Breakthrough in Neuroscience Could Re-Wire Appetite Control: Combating the Obesity Epidemic

First Posted: Apr 05, 2013 12:03 PM EDT

There could be a new way to combat eating disorders such as obesity. Researchers have found a population of stem cells that are capable of generating new appetite-regulating neurons in the brain.

Obesity continues to be a growing problem in the United States and throughout the world. More than 1.4 billion adults worldwide are overweight, and more than half a billion are obese. Associated disorders such as diabetes, heart disease and cancer have continued to spread through populations. This new research, though, could possibly lead to a way to combat the obesity problem.

In this latest study, researchers investigated the hypothalamus section of the brain, the region that regulates sleep and wake cycles, appetite, thirst and many other critical biological functions. In particular, it examined the nerve cells that regulate appetite.

The researchers used a method that tracks the development of stem cells and cells derived from them at desired time points during the life of an animal. They found that a population of brain cells called "tanycytes" behave like stem cells and add new neurons to the appetite-regulating part of a mouse brain after birth and adulthood. In fact, they found that the loss or malfunctioning of the neurons in the hypothalamus is the prime cause for eating disorders such as obesity.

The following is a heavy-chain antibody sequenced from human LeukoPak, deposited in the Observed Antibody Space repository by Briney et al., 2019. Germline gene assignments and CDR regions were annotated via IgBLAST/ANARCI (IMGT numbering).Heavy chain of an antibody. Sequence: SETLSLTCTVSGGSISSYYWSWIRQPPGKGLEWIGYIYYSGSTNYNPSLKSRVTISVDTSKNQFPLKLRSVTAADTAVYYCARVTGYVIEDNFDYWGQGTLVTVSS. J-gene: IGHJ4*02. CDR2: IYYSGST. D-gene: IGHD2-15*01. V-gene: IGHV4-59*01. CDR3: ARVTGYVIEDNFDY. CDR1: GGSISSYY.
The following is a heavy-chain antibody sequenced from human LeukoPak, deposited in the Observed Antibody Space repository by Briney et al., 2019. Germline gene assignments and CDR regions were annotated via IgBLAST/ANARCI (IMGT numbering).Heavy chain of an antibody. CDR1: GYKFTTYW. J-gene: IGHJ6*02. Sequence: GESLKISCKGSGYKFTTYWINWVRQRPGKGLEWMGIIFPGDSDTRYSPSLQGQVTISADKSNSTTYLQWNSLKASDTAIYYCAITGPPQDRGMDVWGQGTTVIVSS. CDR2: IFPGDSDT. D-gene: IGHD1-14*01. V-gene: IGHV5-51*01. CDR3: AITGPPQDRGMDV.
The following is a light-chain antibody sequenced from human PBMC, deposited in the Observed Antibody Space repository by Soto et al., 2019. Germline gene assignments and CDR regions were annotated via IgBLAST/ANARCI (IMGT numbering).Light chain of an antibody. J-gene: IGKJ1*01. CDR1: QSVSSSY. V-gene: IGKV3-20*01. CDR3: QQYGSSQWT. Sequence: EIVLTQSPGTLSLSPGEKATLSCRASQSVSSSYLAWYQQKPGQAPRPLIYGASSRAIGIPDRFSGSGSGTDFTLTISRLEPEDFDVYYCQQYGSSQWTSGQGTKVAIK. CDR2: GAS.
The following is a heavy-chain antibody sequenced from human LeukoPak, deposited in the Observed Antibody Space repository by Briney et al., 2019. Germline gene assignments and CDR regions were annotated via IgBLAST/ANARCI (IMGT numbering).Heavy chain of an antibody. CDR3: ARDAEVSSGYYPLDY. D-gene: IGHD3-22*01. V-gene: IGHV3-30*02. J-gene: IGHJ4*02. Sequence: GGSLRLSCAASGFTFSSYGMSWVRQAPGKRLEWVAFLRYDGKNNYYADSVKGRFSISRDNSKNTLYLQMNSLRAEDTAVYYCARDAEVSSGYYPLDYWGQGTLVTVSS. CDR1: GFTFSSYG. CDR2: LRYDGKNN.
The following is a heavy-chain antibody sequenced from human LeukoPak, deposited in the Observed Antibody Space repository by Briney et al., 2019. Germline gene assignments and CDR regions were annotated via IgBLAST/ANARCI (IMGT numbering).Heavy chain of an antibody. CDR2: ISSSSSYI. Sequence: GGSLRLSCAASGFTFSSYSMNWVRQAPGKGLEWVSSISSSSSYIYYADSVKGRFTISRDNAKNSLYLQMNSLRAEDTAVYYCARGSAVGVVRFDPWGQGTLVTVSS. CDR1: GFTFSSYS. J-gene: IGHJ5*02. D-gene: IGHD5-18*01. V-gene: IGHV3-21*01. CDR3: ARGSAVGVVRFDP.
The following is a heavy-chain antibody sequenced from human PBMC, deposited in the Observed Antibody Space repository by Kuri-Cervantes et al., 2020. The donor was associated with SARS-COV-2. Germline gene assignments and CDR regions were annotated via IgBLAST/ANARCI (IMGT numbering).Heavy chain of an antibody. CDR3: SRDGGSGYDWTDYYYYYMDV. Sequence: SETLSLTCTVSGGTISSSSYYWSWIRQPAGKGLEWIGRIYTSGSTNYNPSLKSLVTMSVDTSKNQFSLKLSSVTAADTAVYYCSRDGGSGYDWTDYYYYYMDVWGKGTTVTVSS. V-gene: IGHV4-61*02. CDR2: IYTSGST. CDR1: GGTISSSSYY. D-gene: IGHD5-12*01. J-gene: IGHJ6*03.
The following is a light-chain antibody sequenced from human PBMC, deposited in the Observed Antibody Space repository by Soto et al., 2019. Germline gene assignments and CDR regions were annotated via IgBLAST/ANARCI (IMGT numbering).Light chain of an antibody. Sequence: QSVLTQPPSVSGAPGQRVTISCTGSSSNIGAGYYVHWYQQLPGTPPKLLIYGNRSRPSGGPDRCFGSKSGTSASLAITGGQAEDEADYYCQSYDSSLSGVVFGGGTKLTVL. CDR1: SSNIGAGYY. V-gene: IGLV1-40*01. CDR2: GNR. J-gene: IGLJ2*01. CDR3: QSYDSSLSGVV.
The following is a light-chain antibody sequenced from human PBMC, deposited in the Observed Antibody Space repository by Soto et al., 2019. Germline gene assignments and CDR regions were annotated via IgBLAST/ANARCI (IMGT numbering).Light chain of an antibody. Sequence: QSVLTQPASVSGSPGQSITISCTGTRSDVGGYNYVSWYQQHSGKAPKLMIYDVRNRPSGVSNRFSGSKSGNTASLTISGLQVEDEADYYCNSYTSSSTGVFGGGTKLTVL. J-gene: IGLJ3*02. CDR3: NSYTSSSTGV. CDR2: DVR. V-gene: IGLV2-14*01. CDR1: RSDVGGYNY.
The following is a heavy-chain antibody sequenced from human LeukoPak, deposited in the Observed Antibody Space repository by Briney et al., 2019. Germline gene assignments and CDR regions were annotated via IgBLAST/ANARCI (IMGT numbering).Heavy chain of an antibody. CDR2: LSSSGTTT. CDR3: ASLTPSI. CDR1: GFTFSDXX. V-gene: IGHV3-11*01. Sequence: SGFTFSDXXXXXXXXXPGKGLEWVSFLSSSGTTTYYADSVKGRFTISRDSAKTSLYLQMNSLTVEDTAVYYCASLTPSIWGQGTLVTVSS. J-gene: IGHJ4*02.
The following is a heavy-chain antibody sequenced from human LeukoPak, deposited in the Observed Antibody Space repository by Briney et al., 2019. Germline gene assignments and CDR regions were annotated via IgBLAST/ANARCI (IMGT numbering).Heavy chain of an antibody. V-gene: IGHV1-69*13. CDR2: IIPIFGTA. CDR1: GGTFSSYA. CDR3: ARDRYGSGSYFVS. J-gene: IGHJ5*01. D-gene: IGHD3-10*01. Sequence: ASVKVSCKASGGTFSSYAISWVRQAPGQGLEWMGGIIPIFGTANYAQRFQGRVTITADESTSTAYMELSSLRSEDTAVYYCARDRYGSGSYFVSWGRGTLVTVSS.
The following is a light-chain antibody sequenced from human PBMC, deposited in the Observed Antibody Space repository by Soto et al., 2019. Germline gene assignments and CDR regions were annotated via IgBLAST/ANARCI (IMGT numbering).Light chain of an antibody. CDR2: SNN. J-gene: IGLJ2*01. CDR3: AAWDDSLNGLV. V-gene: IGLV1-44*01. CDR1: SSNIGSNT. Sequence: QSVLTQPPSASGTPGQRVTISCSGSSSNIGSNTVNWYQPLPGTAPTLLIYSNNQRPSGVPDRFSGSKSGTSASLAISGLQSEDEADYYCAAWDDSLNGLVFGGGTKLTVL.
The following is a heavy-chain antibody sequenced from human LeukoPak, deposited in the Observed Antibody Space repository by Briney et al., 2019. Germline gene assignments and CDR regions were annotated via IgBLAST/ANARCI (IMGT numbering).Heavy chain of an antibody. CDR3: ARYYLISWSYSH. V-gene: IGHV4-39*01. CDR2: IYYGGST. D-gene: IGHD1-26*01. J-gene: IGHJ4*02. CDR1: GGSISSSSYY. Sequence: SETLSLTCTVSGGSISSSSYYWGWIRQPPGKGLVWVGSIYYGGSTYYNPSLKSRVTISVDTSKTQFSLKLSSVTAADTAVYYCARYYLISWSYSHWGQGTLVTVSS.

"Until recently, we thought that all of these nerve cells were generated during the embryonic period and so the circuitry that controls appetite was fixed," said Mohammad K. Hajihosseini, the lead researcher, in a press release. "But this study has shown that the neural circuitry that controls appetite is not fixed in number and could possibly be manipulated numerically to tackle eating disorders."

Now the researchers have to translate the work to humans. The study reveals that it may be possible to manipulate rat brains and potentially cure their tendency to be obese, but that doesn't mean that it's applicable to humans--yet. In addition, the researchers will have to find a way to actually affect these neurons in the brain in a way that's both safe and effective.

"Our long-term goal of course is to translate this work to humans, which could take up to five or 10 years," said Hajihosseini in a press release. "It could lead to a permanent intervention in infancy for those predisposed to obesity, or later in life as the disease becomes apparent."

The findings are published in the Journal of Neuroscience.

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